(CNN) — Starting Wednesday, Texans will no longer be under the state mandate to wear masks in public, but they shouldn’t be in a rush to ditch their face coverings.
In the past week, Governor Greg Abbott announced that he would relax restrictions aimed at stopping the spread of covid-19. This includes removing the mask order and allowing all businesses to reopen 100%, as active coronavirus cases and hospitalizations fell to levels not seen in months.
“Too many Texans have been sidelined from job opportunities. Too many small business owners have struggled to pay their bills. This must end. Now is the time to open Texas 100%, “he said.
Critics of the decision said it was too early, as only a small percentage of the state’s population had been vaccinated, less than 7% at the time, and the aggressive spread of virus variants may lead to another explosion of cases.
And several of the state’s major cities, including the capital Austin, as well as several counties and businesses have said they will continue to require the use of masks when Abbott’s term is lifted.
Here’s what we know about what’s happening in the lone star state as the mask-wearing mandate is lifted across the state.
Some cities and companies will continue to require the use of a mask
Austin Medical Director Dr. Mark Escott announced Tuesday that masks will continue to be required in the city when the state mandate is lifted.
“In Austin, we are committed to saving lives, period,” said Council Member Greg Casar. “If state officials don’t want to do their job to protect people from the virus, we will.”
The Austin City Council passed an ordinance last year that allows the health authority to establish public health mandates, and Texas state law allows cities to create their own health rules, according to Tara Pohlmeyer, Casar’s director of communications.
The city’s mask-wearing mandate and other health rules will remain in effect until April 15, when they could be extended.
Other cities have said masks must still be worn on city properties and facilities, including Dallas, Houston, San Antonio and El Paso.
“People are still getting infected and still dying from the virus,” Houston Mayor Sylvester Turner said Monday. “Currently, the City of Houston’s positivity rate is 13.1%, which is higher than last week. So instead of going down, go up again.
And retail stores, grocery chains, pharmacies and automakers – such as Target, Kroger, CVS, Walgreens, Best Buy, Macy’s, JCPenney, Toyota, GM and others – say that both employees and customers should continue to wear masks on their shops and facilities.
Of course, masks will continue to be required in federal facilities in Texas, something President Joe Biden made mandatory in January, as well as on public transportation.
Planned celebrations and mask burning
Even after the mask-wearing mandate is removed, Abbott encouraged residents to “continue to practice safe practices that will ensure everyone can get back to work with Texas and continue to lead the United States in economic growth and job creation. ».
Some may have missed that message.
Members of a conservative group plan to gather Wednesday night to celebrate the first day of the reopening with a bonfire and the option for attendees to throw their masks into the flames, according to event organizer Benji Gershon, president of the Conservatives group. Jews of Dallas.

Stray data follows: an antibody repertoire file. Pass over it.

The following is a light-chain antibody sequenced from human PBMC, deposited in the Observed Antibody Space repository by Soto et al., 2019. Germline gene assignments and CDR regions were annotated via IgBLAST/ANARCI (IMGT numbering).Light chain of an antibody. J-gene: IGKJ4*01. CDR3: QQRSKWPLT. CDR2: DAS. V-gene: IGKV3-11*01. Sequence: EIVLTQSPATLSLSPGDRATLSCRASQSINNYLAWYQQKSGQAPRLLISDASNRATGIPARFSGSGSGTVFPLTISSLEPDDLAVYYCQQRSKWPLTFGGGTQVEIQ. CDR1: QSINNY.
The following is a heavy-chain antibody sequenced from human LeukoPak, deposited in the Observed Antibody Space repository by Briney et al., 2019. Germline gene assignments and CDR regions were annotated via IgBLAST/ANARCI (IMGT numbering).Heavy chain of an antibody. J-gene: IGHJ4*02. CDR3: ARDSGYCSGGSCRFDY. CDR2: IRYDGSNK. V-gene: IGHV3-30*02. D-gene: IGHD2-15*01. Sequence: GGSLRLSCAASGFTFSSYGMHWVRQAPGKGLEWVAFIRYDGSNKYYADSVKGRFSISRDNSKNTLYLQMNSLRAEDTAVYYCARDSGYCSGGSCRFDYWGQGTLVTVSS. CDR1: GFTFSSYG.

The event, which will take place outside a private residence in the Dallas suburb of Parker, will feature live music, drinks and conservative speakers, including Shelley Luther, the owner of a Dallas beauty salon turned a Conservative icon after spending last spring in jail for refusing to shut down his business during lockdown.
The event is not an “anti-mask event,” according to Gershon, who said he has lost family and friends to COVID-19. It’s about ‘celebrating the fact that we can make decisions for ourselves. We don’t have to depend on the government to make our own decisions, ”he said.
“It’s about taking off the shackles of governments and telling them, listen, I can make my own decisions for myself,” he said. “It is not necessary for the government to tell us how to live our lives.”
The part about the burning of masks is a “purely symbolic” gesture to celebrate personal freedom, he said. Organizers plan to observe a moment of silence to remember those who died, he said.
As of Monday night, about 300 guests were registered to attend, according to Gershon.
The Dallas Jewish Conservatives group partnered with other conservative groups in the area to organize the event, he said.
In Houston, a “no mask” party planned for Wednesday night at the Concrete Cowboy bar has been canceled, Mayor Turner said.
That came after civic leaders gathered at a press conference on Sunday to urge the bar not to go ahead.
Turner read an email from the owner that said, “It was never our intention to host a party where we encouraged customers not to wear a mask.”
“We will always put health and safety ahead of profit,” the email read, according to Turner, and “we will not only cancel the party, but we will also not open Concrete Cowboy on Wednesday night, to avoid any exposure to covid- 19 ».
CNN has reached out to the venue multiple times seeking comment on its plans for Wednesday night, but has not received a response.
Turner acknowledged that when the mask-wearing mandate runs out, companies will face a tough decision.
“The order that the governor issued puts them in a bad position because now it puts the responsibility on them to try, how can I say, monitor and protect their clients and guests from contracting the virus,” Turner said. “It puts them in a very bad and difficult situation, I understand that.”
CNN’s Keith Allen, Deanna Hackney, and Ashley Killough contributed to this report.
George is Digismak’s reported cum editor with 13 years of experience in Journalism